Here's a few things I've learned about everyday Icelandic, in my very basic introductions to speaking and listening to people, that perhaps you should know when visiting. (I could be wrong on some of them, of course, so don't quote me- I start my Icelandic Level 3 class on Monday so I'm eager to get speaking more again, but then again, there's so much they don't teach you in textbooks.)
Hvað Segir þú, also spelled 'Hvað segirðu'; usually sounds more like 'Kvsayatheuh' all blurred together. This can mean so many things but it seems to depend on context. It means literally, 'What say you', or 'How are You', but it can also mean 'What Did You Say/Say That Again', 'Wha?', and my favorite, 'You Don't Say!'.
Bara, the amazing word for 'only' or 'just', but also thrown around like candy, as easily as Americans use 'like' or 'um'. See also: hérna, which conveniently also means 'here', but now means 'like' or 'um'. I think also sko fits into this category.
Takk fyrir síðast. An amazing sentence that doesn't have any similar use in English, but I love using it when appropriate. Literally means, 'Thanks for the last time I saw you!' Great for maintaining friendships and reminding someone what fun it was when you last went bowling/sang songs/got drunk together and made out/bought hot dogs a month ago together.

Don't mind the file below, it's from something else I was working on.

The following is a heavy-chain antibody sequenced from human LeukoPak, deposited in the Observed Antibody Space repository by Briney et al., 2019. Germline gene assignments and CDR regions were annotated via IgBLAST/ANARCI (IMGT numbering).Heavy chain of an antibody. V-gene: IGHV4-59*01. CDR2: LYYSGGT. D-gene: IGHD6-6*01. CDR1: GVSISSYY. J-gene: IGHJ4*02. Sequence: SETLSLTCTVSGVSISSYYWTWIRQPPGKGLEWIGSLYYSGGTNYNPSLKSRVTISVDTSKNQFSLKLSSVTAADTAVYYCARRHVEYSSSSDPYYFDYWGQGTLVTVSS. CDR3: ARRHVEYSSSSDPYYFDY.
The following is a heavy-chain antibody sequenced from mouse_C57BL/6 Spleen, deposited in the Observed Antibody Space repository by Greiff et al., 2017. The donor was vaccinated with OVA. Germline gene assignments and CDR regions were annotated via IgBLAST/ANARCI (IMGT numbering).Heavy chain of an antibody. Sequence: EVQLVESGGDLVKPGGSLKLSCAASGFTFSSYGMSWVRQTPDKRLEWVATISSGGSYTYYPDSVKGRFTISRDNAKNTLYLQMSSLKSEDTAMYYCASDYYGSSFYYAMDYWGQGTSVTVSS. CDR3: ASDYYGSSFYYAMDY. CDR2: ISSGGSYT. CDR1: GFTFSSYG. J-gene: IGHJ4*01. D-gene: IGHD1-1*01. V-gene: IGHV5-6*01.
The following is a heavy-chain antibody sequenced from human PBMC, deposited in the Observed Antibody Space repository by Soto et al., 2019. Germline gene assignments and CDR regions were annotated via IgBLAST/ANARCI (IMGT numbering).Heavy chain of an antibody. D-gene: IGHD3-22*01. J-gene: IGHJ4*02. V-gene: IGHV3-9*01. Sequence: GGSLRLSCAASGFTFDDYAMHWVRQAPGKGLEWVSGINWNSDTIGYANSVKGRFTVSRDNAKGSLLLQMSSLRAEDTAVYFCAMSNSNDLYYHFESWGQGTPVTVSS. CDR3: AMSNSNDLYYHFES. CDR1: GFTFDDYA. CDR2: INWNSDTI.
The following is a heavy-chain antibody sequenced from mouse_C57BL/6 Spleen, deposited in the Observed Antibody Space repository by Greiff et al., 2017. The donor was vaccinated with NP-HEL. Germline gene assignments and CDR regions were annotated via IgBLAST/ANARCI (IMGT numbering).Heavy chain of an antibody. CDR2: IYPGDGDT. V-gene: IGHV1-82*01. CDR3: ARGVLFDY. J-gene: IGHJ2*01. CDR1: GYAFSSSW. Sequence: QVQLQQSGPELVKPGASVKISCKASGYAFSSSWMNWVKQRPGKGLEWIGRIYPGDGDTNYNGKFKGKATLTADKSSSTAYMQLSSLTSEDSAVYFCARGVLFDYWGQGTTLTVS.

Ha. Said only with downward inflection. A good tool when you didn't quite hear something and you want it repeated. Has nothing to do with laughter.
Near Inaudible Inward-breathing Já: Yes, but said breathing IN instead of spoken out loud! I didn't hear this for a good two or three weeks but now I hear it from people all the time, like a little too often. I think it's a 'yes' that's more like a 'uh-huh' or a 'yup', than a 'yes, of course/definitely'. But then again there is also jájájájájá (x infinity), which I also love.
Keyrum í gekk. Great phrase for going on a trip, when you're excited to leave. Colloquially translates to: 'let's drive this shit!'